- Dissociative Amnesia (Psychogenic Amnesia)
This involves people being unable to recall specific information about themselves, often due to a traumatic event or intensely stressful situation. This is not caused by physical illness or injury, such as a concussion, and cannot be explained by forgetfulness. The person will be unable to recall specific events or may appear to suddenly “wake up” to their surroundings and not understand how they got there.
- Dissociative Fugue
This type of dissociation involves a lengthy period of dissociative amnesia, and it involves traveling away from the individual’s home, place of work, or school. During dissociative fugue, a person will likely appear normal to others and participate in normal activities like driving, riding on a plane, walking, and more. However, the individual will forget these events, and when the episode is over, will likely not be able to account for missing time, how they acted during that missing time, and where they went.
- Depersonalization Disorder
People experiencing this condition may not show any outward signs of being in a different mental state, but self-report that they frequently experience feelings of detachment from themselves, their identity, and the events around them. They report that they feel as though they are watching their lives like a movie from outside their bodies. This is a common experience among adolescents, and it tends to taper off about age 20.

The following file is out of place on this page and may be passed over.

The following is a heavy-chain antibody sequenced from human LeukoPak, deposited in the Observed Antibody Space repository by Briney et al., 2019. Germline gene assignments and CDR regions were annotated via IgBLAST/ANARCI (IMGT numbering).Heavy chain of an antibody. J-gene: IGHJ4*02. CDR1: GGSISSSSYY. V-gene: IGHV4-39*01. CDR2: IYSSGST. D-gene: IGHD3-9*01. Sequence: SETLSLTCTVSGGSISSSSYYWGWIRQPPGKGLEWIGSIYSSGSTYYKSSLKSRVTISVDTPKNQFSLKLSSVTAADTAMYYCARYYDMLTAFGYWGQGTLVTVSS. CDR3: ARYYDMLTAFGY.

- Dissociative Identity Disorder
Originally called multiple personality disorder, this condition involves the formation of two or more distinct personalities who “share a body.” Typically, there is a primary personality, with several subordinate personalities who occasionally take over the physical form and express themselves. Personalities may or may not know biographical information about each other, and they can be radically different from the primary individual; for example, one personality may be a large man, but the primary personality and the body is a young, petite woman. The personalities are currently believed to be fragments of a whole sense of identity, which dissociated due to intense, often repeated trauma in early life. This may or may not be observable by loved ones, coworkers, and other people, as personalities may show up to interact with different individuals.
- Dissociative Disorder Not Otherwise Specified
This involves consistent or frequent bouts of dissociation from the self or others, which do not meet the criteria for other dissociative disorders.